• Aha, I thought you were in that game, Julian, but I couldn't remember who you played. Thanks for clearing that up!
  • Posted By: BWAThis game sounds cool. Sadly, I've never heard of it, and the internets are not helping me out.

    Brendan or Tony, help me out. Is the game published, or is it still being playtested?
    Not quite published yet, although I hope it will be soon! Here's the Principia page.
  • "Is war necessary" was answered with a Yes, Brendan (did we say Yes to all of them?). Leonardo and Machiavelli created a Council and seized real power in Florence, using the Duke as a figurehead. Sage's mercenary captain was tasked with taking Leo's steam tanks and flame throwers and conquering all of Italy. Savonarola was tasked with destroying non-functional art. The reclusive Michelangelo became a symbol for those who would resist the state and create art in the name of beauty. We decided there would always be one vampire in Florence, and that Caterina lurked in the shadows. I can't remember what Lucrezia's fate was, though.

    Two things stand out about my guy (da Vinci):

    I wasn't planning on a big rivalry with Michelangelo, but Matthew threw down every chance he had, and I felt totally epic.

    I used his beliefs or whatever they are called) to effectively rack up rewards, then cashed them all in for even more stuff and turned Leo from a peace-loving employee into a power-hungry war-monger!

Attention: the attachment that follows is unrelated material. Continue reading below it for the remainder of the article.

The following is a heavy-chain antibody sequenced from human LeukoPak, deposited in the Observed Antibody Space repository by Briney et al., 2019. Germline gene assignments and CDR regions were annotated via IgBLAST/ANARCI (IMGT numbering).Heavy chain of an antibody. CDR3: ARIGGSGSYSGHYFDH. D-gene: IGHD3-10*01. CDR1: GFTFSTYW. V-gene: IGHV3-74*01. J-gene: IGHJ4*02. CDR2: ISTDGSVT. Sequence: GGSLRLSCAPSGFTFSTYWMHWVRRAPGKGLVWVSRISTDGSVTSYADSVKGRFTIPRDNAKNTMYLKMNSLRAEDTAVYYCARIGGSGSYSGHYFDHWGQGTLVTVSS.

• There's not much Principia on the Internets, but it is in development for release within the next few months, hopefuly at Gen Con. There's a Web page for it here:
    http://planet-thirteen.com/Principia.aspx. That's an old page, but it's still generally valid. I'm so focused on production now that the Web page has been left un-updated.

    Also, I'm happy to provide playtest versions. I really need a bit of external play to validate the writing.

    The players were (apologies for spelling):
    Jonathan Lemer (Lucrezia Borgia)
    Eric Boyd (Caterina S'Forza)
    Sage LaTorra (Federico da Montefeltro)
    Julian Michels (Machiavelli)
    Johnstone Metzger (Leonardo da Vinci)
    Brendan Adkins (Savonarola)
    Matthew SB (Michelangelo)
  • It was indeed a great game, and I'm glad someone remembered my character's name, because I don't. :)